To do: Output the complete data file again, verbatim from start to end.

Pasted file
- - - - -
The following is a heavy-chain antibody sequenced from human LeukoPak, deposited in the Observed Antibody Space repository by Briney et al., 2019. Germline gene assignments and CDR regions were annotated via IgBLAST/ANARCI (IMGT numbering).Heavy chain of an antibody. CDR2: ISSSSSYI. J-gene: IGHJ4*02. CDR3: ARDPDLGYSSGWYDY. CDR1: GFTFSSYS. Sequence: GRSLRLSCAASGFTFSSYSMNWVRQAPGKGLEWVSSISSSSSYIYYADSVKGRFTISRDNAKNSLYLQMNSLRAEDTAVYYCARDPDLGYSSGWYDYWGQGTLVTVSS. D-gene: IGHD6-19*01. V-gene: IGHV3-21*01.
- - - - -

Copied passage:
The following is a heavy-chain antibody sequenced from human LeukoPak, deposited in the Observed Antibody Space repository by Briney et al., 2019. Germline gene assignments and CDR regions were annotated via IgBLAST/ANARCI (IMGT numbering).Heavy chain of an antibody. CDR2: ISSSSSYI. J-gene: IGHJ4*02. CDR3: ARDPDLGYSSGWYDY. CDR1: GFTFSSYS. Sequence: GRSLRLSCAASGFTFSSYSMNWVRQAPGKGLEWVSSISSSSSYIYYADSVKGRFTISRDNAKNSLYLQMNSLRAEDTAVYYCARDPDLGYSSGWYDYWGQGTLVTVSS. D-gene: IGHD6-19*01. V-gene: IGHV3-21*01.